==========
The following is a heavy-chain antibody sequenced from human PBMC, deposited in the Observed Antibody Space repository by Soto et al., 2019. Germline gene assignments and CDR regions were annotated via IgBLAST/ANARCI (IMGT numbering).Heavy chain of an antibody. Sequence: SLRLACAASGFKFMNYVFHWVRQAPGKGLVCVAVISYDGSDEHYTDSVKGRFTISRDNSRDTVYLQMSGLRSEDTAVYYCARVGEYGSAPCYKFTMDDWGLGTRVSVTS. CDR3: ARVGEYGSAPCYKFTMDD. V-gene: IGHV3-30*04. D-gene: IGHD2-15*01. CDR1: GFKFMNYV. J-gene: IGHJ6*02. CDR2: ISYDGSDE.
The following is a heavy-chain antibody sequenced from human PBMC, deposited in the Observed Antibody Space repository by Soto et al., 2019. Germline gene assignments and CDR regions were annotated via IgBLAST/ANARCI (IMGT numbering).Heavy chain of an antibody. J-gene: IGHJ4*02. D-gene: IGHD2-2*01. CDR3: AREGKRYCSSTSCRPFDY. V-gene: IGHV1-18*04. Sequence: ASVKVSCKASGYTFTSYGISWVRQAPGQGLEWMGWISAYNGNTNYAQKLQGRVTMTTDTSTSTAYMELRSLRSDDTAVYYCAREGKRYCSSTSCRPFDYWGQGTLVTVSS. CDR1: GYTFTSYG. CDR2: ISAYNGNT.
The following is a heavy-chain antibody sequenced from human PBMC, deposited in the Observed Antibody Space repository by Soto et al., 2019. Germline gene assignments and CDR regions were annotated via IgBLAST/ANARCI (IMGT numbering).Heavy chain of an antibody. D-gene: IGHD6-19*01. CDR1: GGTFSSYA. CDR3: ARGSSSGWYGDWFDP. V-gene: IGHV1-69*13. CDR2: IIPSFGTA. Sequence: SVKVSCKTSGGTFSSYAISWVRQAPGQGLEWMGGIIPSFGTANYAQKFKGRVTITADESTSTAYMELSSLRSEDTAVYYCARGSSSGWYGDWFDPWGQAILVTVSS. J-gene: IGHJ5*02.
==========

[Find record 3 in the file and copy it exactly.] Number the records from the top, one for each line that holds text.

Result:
The following is a heavy-chain antibody sequenced from human PBMC, deposited in the Observed Antibody Space repository by Soto et al., 2019. Germline gene assignments and CDR regions were annotated via IgBLAST/ANARCI (IMGT numbering).Heavy chain of an antibody. D-gene: IGHD6-19*01. CDR1: GGTFSSYA. CDR3: ARGSSSGWYGDWFDP. V-gene: IGHV1-69*13. CDR2: IIPSFGTA. Sequence: SVKVSCKTSGGTFSSYAISWVRQAPGQGLEWMGGIIPSFGTANYAQKFKGRVTITADESTSTAYMELSSLRSEDTAVYYCARGSSSGWYGDWFDPWGQAILVTVSS. J-gene: IGHJ5*02.